Plaintiff filed a motion to dismiss a copyright infringement action over audio compression technology. Vianix LLC v. Nuance Communications, Inc., C.A. No. 09-348-JJF, Memo. Op. (D. Del. July 20, 2010). Defendant argued that plaintiff failed to state a claim upon which relief can be granted because plaintiff “has not identified the specific original works” that form the basis of their claims and because it has not “identified specific acts” that are actionable as infringement. Id. at 3. The court found that plaintiff’s complaint “sufficiently pleads which specific original works are the subject of its copyright claims” because it identifies the accused works as “four computer programs, in the form of source code, embodying the MASC Technology” and lists the four copyright registrations, in addition to alleging that plaintiff provided a number of the accused works to the defendant in “object code” and that there were seven specific products since 2005 that incorporate the accused works. Id. at 7-8. The court further found that plaintiff alleged specific acts of infringement when it alleged that defendant’s “making and storing  ‘archived copies of its own products, including versions that contain Vianix’ including the Subject Works” were acts of infringement. Id. at 9.
It’s always a looming question in patent litigation – who goes first in responding to contention interrogatories and how much information must be provided? Special Master Bechtle addressed just this issue in XPoint Technologies, Inc. v. Intel Corporation, C.A. No. 09-26-SLR, Special Master Order 14 (D. Del. June 25, 2010). In this case, the parties simultaneously exchanged responses to contention interrogatories, however, defendant argued that while it provided full and complete answers to the contentions plaintiff propounded on it, that plaintiff only provided some information and then waited until after receipt of defendant’s contentions to use that information and then supplement its own responses. Id. at 2. First, Special Master Bechtle stated that although the court’s scheduling order required that responses to contention interrogatories be filed on or before a date certain, there was no requirement that the responses be exchanged simultaneously. Id. at 3. Second, the Special Master disagreed with the plaintiff’s “theory that use of the word ‘first’ and the other words by the court in ¶2(c)(3) of its scheduling order means that a party with Rule 33 interrogatory answering responsibility can answer those interrogatories by providing a partial response.” Id. at 5. Rule 33 requires that the interrogatory “be answered completely and truthfully” and “must use all of the information a party has at that time…that allows the interrogatory to be fully responded to. The plain meaning of the Rule does not allow a knowing half answer, or a knowing partial answer, or some sort of temporary response.” Id. at 6. In this case, however, the defendant did not show any harm by plaintiff’s failure to comply to warrant dismissal of the claims and issues concerning products other than those included in its original interrogatory response. Id. at 12.
In a recent transfer opinion, Judge Bartle (sitting by designation from the E.D. Pa.) granted defendant Life Technologies Corporation’s motion to transfer to the Southern District of California. Boram Pharm. Co., Ltd. v. Life Technologies Corp., C.A. No. 10-31-HB, Memo. (D. Del. July 14, 2010). This was not a case where the plaintiff’s home turf is Delaware, since Boram is a South Korean company. The court found that the “critical factors” weighing in favor of transfer in this case are the “convenience of the parties and the witnesses.” Id. at 3. Specifically, Life Technologies demonstrated that 10 key witnesses are in the Southern California and all non-party witnesses are within that court’s subpoena power. Id. Furthermore, all of the “key research, testing, development, marketing, sales, and manufacture of the Accused Products” takes place in Southern California. Id. Also, although both parties are large corporations “and by implication can afford to indulge in litigation in this, the more expensive forum, it is no reason for the court to countenance this indulgence.” Id. at 4.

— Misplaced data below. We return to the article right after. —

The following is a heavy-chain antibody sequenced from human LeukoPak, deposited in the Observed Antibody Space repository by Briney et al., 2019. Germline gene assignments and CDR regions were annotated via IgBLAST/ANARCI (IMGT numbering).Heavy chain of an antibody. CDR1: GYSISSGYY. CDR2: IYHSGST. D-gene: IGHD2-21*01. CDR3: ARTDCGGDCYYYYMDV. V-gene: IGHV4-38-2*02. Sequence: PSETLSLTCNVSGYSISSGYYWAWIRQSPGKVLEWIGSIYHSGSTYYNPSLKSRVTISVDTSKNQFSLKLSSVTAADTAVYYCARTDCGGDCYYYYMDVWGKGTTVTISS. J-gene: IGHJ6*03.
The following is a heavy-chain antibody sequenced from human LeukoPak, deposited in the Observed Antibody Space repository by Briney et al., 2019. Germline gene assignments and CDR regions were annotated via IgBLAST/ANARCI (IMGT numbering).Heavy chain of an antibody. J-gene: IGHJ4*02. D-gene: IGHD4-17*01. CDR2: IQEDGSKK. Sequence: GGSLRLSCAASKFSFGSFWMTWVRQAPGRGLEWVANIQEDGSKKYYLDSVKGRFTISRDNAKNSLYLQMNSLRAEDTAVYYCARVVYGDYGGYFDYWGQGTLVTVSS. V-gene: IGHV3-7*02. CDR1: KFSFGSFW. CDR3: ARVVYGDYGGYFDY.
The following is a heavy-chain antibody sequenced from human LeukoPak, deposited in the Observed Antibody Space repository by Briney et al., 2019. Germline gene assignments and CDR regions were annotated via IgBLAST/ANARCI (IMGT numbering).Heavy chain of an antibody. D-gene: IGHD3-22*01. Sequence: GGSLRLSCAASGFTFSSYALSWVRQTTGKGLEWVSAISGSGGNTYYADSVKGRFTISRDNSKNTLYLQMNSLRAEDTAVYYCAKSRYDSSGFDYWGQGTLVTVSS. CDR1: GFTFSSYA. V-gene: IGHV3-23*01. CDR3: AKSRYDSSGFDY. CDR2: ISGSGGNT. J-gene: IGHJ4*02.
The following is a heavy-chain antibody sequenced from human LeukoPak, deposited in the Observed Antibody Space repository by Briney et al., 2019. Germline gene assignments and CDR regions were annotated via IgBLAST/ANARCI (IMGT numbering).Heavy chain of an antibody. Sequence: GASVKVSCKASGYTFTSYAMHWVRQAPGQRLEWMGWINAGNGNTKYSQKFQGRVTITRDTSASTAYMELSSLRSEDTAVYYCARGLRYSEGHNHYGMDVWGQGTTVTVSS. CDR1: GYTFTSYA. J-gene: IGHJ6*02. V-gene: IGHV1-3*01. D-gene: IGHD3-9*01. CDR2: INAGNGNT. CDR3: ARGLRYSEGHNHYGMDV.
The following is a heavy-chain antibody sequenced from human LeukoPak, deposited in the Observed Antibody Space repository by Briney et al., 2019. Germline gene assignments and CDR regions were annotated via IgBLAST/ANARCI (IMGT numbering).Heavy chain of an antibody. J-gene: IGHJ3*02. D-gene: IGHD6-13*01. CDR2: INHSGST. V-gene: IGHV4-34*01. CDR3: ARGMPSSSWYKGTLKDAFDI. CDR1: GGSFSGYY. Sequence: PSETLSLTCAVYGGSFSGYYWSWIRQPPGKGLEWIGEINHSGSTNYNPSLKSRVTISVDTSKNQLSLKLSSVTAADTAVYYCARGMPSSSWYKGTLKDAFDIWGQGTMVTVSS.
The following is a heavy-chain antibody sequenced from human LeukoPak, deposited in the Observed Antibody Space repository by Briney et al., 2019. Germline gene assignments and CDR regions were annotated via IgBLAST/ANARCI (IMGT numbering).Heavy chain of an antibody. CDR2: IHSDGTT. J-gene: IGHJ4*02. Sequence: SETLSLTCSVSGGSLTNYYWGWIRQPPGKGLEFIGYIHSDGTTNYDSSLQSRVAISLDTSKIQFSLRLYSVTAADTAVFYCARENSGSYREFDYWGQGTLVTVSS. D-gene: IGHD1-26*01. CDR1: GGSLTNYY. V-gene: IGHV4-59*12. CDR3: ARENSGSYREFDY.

Discovery disputes over the production of source code often involve thorny issues of confidentiality. But sometimes those disputes are more basic, such as when a party outright refuses to produce certain code. In a recent decision, district judge Joseph J. Farnan Jr. addressed this type of dispute, and came down in favor of production.
On the underlying motion to compel, Imagine argued that it had no obligation to produce source code relating to its future products (as opposed to current products) because "of the likelihood that the products will change before they are released" and because movant BigBand "is not entitled to any damages from the future products."
The Court dismissed this contention, noting that Rule 26's relevancy standard is broad enough to encompass BigBand's discovery request: "[S]ource code of Imagine's future products is discoverable because it is reasonably likely to lead to evidence relevant to BigBand's infringement claim."
Also see the Court's related decision on a motion to amend and motion to dismiss.
On Tuesday, Judge Farnan granted a default judgment in a patent infringement case against Medical Skin Therapy Research, Inc. ("MSTR"). Tristrata Technologies filed suit againt MSTR on October 17, 2006 - three years, nine months, and thirteen days before the entry of default judgment. In that time, MSTR appears to have made no response at all to the Court, despite correspondence with Tristata showing that it was aware of the suit. The Court granted a default judgment, but did not grant Tristrata's requested $687,000 in damages plus attorney's fees. Instead, it ordered Tristrata to submit an itemized statement of damages and the basis for the damages, so that MSTR will have an opportunity to respond.